08.29.16

Let Them Eat Patents

Posted in America, Europe, Patents at 1:45 pm by Dr. Roy Schestowitz

…as if anyone with an idea/invention can afford them.

Let Them Eat Cake
Reference: Let Them Eat Cake

Summary: A reality check regarding software patents and regarding those who truly benefit from an expensive patent system with an even more expensive litigation process/proceedings

THE USPTO is cracking down on software patents. Like TTIP lobbyists, patent lawyers will never publicly admit this. It was the same in Europe while UPC hype was all the rage (before Brexit effectively killed it).

Proponents of software patents seemingly resort to unrelated cases now, such as this patent. It’s about Mayo, not Alice, as it is not a software patent. The patent attorney writes “US Pat 8,586,610, administration of iloperidone; Survived 101/ Mayo Attack,” once again reusing these loaded words (like “attack” and “survive”, even when the “survivor” is the patent aggressor/plaintiff and the “attacker” is actually the defender/victim). Nice reversal of narrative, right? Like George Bush “defending” himself in Iraq and Ukraine “attacking” Russia…

“It was the same in Europe while UPC hype was all the rage (before Brexit effectively killed it).”Elsewhere in today’s news, we learn that “Prescient has received 13 patents on its software,” but software patents are pretty worthless right now. They just get invalided in the courts and the boards (and these are the ones whose holders actually believe have a chance, hence asserting them; the rest — or the untested patents — are likely easier to invalidate once scrutinised/challenged).

A pro-software patents site, Watchtroll, yesterday published this piece by Anthony de Andrade and Venkatesh Viswanath. It’s quite a shot in the foot actually as it serves to legitimise the site’s idealogical opponents. It shows that ‘global’ patents (applied for separately in several jurisdictions) is not for startups but for the richest people (or huge corporations). To get a patent virtually everywhere in the world (where it techncially matters) “an applicant would require $296,233 to file National Phase applications in said jurisdictions and maintain the applications” (renewal fees).

$296,233, eh?

“So much for protecting the ‘little guy’, eh?”For one. Single. Patent!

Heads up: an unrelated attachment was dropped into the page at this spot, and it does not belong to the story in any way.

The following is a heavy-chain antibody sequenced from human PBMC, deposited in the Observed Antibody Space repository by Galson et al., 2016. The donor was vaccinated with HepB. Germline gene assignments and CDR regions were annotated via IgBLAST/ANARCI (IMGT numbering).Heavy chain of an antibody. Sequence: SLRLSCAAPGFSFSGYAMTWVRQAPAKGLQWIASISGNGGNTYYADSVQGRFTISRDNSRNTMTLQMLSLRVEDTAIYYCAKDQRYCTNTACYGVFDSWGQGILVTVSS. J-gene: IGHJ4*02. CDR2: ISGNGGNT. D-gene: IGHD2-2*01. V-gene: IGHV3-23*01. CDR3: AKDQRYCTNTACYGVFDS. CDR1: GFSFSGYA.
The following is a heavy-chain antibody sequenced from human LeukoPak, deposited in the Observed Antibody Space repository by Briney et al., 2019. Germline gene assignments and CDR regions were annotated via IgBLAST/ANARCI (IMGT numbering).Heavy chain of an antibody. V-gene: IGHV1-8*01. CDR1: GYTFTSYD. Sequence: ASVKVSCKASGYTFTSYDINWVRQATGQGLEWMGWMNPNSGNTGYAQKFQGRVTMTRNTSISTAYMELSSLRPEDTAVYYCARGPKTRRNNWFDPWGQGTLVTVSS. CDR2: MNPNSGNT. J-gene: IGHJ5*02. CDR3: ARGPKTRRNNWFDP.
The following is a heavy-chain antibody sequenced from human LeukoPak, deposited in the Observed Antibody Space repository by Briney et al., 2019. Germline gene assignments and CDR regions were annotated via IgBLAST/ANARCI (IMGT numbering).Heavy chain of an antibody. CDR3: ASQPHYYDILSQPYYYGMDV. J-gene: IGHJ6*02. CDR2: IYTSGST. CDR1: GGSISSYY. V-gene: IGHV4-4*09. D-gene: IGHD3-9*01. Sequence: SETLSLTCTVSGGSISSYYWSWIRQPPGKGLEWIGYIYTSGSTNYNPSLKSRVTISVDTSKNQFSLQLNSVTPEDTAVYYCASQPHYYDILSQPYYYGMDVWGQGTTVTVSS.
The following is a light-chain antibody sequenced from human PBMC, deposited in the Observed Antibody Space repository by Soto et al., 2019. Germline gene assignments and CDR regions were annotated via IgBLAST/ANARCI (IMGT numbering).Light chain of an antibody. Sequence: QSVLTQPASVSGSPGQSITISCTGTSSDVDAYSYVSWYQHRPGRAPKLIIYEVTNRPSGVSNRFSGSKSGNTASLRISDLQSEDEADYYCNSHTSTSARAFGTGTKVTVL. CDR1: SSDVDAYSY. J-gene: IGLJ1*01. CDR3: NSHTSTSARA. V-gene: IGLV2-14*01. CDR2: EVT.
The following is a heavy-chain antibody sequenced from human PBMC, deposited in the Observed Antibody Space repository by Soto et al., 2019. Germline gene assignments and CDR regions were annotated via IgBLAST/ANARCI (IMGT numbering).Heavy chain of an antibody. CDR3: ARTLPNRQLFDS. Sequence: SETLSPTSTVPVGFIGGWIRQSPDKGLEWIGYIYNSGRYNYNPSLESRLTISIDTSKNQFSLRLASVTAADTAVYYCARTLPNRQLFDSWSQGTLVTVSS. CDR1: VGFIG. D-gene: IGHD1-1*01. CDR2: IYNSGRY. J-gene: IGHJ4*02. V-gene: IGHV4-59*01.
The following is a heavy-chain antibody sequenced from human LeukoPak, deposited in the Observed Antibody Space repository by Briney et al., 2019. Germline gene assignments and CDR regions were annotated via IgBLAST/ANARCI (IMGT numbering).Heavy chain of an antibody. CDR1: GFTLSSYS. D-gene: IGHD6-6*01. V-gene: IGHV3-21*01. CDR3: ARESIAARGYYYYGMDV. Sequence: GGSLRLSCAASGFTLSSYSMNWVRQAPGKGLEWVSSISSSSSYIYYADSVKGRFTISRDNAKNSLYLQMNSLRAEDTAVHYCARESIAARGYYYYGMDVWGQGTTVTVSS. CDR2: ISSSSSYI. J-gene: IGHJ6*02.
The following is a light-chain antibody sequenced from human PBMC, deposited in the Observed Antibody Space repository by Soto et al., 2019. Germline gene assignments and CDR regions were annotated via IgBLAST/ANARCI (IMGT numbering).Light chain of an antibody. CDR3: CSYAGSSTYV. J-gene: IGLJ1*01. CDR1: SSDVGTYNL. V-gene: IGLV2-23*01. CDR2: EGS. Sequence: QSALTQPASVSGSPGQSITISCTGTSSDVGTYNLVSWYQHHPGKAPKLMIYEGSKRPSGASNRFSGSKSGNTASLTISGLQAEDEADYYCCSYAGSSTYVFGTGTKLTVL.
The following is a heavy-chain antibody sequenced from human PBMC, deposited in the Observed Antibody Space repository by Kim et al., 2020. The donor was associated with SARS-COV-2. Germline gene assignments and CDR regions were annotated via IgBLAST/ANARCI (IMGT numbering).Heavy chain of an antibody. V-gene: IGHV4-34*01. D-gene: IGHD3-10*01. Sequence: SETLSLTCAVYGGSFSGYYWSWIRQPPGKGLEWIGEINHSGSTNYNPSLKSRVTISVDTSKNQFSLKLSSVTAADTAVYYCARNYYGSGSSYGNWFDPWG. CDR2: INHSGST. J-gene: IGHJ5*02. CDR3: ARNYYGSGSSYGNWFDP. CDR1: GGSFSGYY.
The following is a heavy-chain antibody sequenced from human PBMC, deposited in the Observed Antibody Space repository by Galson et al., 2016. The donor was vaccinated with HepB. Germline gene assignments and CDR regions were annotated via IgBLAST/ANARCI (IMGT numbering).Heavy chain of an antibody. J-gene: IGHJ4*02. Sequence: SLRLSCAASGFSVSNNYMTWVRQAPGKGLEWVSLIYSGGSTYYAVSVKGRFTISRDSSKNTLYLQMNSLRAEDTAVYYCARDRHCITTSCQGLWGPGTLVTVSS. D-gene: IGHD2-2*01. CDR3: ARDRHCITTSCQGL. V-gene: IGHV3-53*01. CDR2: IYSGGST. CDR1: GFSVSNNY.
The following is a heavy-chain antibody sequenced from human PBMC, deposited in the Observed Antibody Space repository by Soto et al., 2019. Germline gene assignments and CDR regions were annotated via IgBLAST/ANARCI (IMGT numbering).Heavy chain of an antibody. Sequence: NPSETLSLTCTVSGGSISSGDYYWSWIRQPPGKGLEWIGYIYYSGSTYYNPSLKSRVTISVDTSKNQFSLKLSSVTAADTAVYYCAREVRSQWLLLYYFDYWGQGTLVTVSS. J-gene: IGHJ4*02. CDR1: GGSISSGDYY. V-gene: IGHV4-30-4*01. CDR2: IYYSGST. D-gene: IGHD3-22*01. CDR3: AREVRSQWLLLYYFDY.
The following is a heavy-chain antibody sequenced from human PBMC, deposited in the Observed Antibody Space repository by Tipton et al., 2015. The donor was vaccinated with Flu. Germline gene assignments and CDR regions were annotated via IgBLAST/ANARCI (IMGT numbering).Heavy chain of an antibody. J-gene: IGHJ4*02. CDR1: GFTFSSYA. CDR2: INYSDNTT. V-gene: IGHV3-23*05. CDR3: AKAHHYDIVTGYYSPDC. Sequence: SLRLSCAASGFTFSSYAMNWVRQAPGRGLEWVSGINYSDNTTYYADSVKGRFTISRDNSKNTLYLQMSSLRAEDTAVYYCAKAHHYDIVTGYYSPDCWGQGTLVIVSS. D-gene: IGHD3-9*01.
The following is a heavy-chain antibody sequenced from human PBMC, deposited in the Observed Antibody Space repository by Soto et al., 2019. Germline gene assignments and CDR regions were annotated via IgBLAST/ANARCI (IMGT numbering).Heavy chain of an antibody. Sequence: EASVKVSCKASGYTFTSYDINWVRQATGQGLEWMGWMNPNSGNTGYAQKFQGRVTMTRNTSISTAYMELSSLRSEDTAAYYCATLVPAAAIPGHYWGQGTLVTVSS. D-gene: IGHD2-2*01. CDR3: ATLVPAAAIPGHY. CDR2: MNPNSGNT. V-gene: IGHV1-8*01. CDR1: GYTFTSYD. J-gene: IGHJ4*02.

So much for protecting the ‘little guy’, eh?

This reminds us of Apple’s patents in the EPO — patents which Battistelli is totally clueless about. Remember that Apple is possibly the world’s richest company (by many criteria that are commonly assessed by major publications) and watch what it’s applying for now: “Apple filed for patent on unauthorized user biometric data collection system (AppleInsider) — If an “unauthorized user” (read: thief) uses an iPhone equipped with this technology, the device could capture a photo and fingerprint of the user for use by law enforcement. Not exactly rocket science to understand how this might be used by law enforcement remotely to assure a particular contact (read: target) is in possession of an iPhone, either. Keep an eye on this stuff.”

The Apple advocacy sites offer spin by reinforcing the idea that it’s OK because it will only be used against crime. To quote AppleInsider: “An Apple patent application published on Thursday describes a method of storing an unauthorized user’s biometric information, which can help strengthen security management or assist in device recovery and criminal prosecution in the case of a theft.”

“The Apple advocacy sites offer spin by reinforcing the idea that it’s OK because it will only be used against crime.”“Even as Apple contemplates surveillance software to catch thieves’ fingerprints,” IDG wrote, “it is also reportedly planning to redesign the physical elements of its devices that would make that approach possible.”

As usual, being an Apple story, it was all over the news (we saw more than dozens — perhaps hundreds — of articles, e.g. [1, 2]) and it was all praises and cheerleading, hardly criticism, just like that time Apple patented remote disablement of a phone’s camera (a ‘gentler’ form of kill switch that already exists).

“Apple had to spend a quarter of a million dollars getting a patent on this stupid ‘idea’ in every technologically-developed country, it would just be slush funds to Apple.”It takes sheer disregard for privacy and human rights to do what Apple expresses a desire to do here. It’s not at all innovation, just a lot of hype. If Apple had to spend a quarter of a million dollars getting a patent on this stupid ‘idea’ in every technologically-developed country, it would just be slush funds to Apple. Apple is suing companies (using patents) for billions. What about the mythical ‘little guy’? The patent system just isn’t for the ‘little guy’. Maybe it was a long time ago, but not anymore. See these comments in Reddit, one of which says about patent examiners: “They probably spend a lot more time digging themselves out from under the mountain of Apple / Samsung forms.”

This is, in essence, what the patent systems have turned into. To quote a comment that we mentioned yesterday (regarding the EPO), “Member States must decide very quickly if they wish to throw away more than 40 years of success, and replace it with a system that no longer rewards innovation, but instead becomes simply a tool for large corporations to dominate by means of their financial muscle.”

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